disjoint intervals of probability mass 2*epsilon each and choosing one
of them at random to be the target). Then any algorithm needs
Omega(1/epsilon) queries in expectation to even see a single positive
example! So, you can't beat linear in 1/epsilon.
On the other hand (where's that 3rd hand when you need it?) a recent
paper of Balcan-Hanneke-Wortman (COLT'08) shows that if you switch the
order of quantification, then the difficulty in this (and more general)
cases goes away. In particular, note that in the above bad example,
the adversary got to pick the target as a function of epsilon. What
if we instead say the adversary has to first, and we then look at our
labeled sample complexity as epsilon->0?
E.g., consider the following algorithm: pick random points in U and
ask them to be labeled. If no positives seen so far, maintain the
"all negative" hypothesis. However, once you see a positive example,
then do 2-sided binary search to estimate the interval boundaries.
Now, if the target has zero probability on positive examples, then
this algorithm is correct from the beginning. If the target has
probability mass P on positives, then the number of samples needed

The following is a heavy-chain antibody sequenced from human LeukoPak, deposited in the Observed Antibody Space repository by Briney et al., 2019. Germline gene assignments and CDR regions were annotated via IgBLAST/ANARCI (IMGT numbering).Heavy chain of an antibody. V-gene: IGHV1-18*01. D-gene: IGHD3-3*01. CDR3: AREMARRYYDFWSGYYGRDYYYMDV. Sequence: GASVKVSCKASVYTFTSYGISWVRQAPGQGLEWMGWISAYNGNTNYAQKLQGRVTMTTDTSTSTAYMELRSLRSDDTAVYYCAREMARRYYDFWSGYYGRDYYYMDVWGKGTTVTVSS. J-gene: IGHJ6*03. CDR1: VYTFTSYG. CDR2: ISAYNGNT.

until the error rate is < epsilon is O((1/P) + log(1/epsilon)).
Equivalently, we can think of a model where the algorithm is allowed
to ask q questions. Above alg initially asks queries at random until
sees a positive and then does binary search. If no positive seen
in the q questions then just outputs "all negative". If you look at
error rate as a function of q, then for "all negative" target, it's
always 0. For target of positive prob mass P, it starts at P and then
as you get q >> p, it starts dropping exponentially to 0.
An interesting thing they point out is that in the first case, the
algorithm doesn't *know* if its error rate is low or not. (We saw a
related thing when discussing Semi-Supervised Learning too, where
e.g., under the "independence given the label" assumption, we could
do co-training from just 1 labeled example. But this is too few
labels to *verify* that our error is really low - we were really
relying on our belief in our assumptions.) In usual PAC bounds, you